Marly: Clendon, do I care about any of these things? No!

Clendon, P. P. C.: I am also not sure how much sense the whole thing would have made had I not been familiar with the book--still vivid in my mind. Much that seems cloudy can be "read" by the light of the book. Not too important in the book, the war is essential to the movie. Yet it does not quite manage to evoke fear except when the globby henchmen are rattling the door. Likewise, Sophie's own powers are never acknowledged much in the script; it's not clear whether, say, she puts life into the turnip-headed scarecrow as she does in the book. The same problem is at issue elsewhere, and could again be a question of needing more delicacy in the translation. Does everybody see that she really has powers of her own and is a fit match for Howl, or don't they? It's never clarified, so that one ends up thinking that a number of things that occur might just be coincidence or have a different cause than Sophie's powers.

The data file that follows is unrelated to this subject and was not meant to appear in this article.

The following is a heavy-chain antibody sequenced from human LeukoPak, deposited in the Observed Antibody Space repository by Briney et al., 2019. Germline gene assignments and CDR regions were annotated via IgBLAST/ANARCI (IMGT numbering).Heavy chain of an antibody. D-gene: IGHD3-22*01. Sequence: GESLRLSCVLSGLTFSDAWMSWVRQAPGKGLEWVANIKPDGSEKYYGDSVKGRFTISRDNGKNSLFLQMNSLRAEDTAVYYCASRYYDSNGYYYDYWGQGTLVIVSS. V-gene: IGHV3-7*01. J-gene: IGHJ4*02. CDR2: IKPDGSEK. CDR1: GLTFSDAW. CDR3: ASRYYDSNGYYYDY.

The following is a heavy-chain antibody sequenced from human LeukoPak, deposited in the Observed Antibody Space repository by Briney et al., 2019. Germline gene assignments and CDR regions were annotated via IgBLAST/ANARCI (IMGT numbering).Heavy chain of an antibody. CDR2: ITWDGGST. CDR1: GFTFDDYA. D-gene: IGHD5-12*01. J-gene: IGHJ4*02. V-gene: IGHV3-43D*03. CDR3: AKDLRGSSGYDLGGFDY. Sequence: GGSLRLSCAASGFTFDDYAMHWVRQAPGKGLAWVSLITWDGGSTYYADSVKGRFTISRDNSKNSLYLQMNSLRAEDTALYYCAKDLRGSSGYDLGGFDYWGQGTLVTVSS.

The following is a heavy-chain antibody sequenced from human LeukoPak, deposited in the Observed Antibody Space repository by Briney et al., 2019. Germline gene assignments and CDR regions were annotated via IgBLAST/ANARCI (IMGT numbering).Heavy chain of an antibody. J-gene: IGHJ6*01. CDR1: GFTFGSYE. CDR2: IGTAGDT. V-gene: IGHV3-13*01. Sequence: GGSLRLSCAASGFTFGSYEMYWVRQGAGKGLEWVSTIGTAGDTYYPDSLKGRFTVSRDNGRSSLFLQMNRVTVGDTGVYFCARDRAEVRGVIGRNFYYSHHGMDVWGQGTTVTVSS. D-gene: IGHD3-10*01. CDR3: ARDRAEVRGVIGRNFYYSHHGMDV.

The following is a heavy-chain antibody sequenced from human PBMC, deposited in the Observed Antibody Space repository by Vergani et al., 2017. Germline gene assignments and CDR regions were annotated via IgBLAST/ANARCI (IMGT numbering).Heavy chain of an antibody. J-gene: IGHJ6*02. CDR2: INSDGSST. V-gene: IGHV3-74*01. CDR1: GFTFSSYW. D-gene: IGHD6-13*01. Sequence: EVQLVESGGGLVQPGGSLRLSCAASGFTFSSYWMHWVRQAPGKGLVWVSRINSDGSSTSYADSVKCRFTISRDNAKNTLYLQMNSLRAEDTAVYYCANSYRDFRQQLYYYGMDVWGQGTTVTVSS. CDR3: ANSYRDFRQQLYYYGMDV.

Marly: Lucky for me, I'm not a 'critic' and don't care about any of these things, because I found it scrumptious, a ravishing feast for the eye. Nice to see you, Clendon--shut the door on your way out, will you? I'll call you next time I need a high-functioning Pompousibelle at my elbow, all right?

Clendon, P. P. C. departs in a large vehicular Huff, accompanied by a small pink donkey, a violet dancing girl, and a transparent rabbit.

Marly: Good huffing! Just the change of air that I needed. Metamorphosis, transformation . . . was that what I was talking about? As always, Miyazaki's characters suffer magical changes. Sophie the mouse grows strong through the 'weakness' of imposed old age and finds that a curse is her salvation, opening up the dull gray of her life to hope, magic, wonder, and beauty. Wizard Howl a.k.a. Pendragon a.k.a. Jenkins finds that protecting and striving is better than running (although he had a pretty odd definition of running away), and even the Witch of the Waste gives up greed and hands over what she desires to someone else. The Castle, itself a character, is reborn. Cleverly, Miyazaki reveals that the first called-up "shadow of darkness" springs from Howl's own bent shadow, and the movie is a long, moving chiaroscuro that closes with a prayer, a risk taken, and a sun-washed, re-made world populated by the transformed.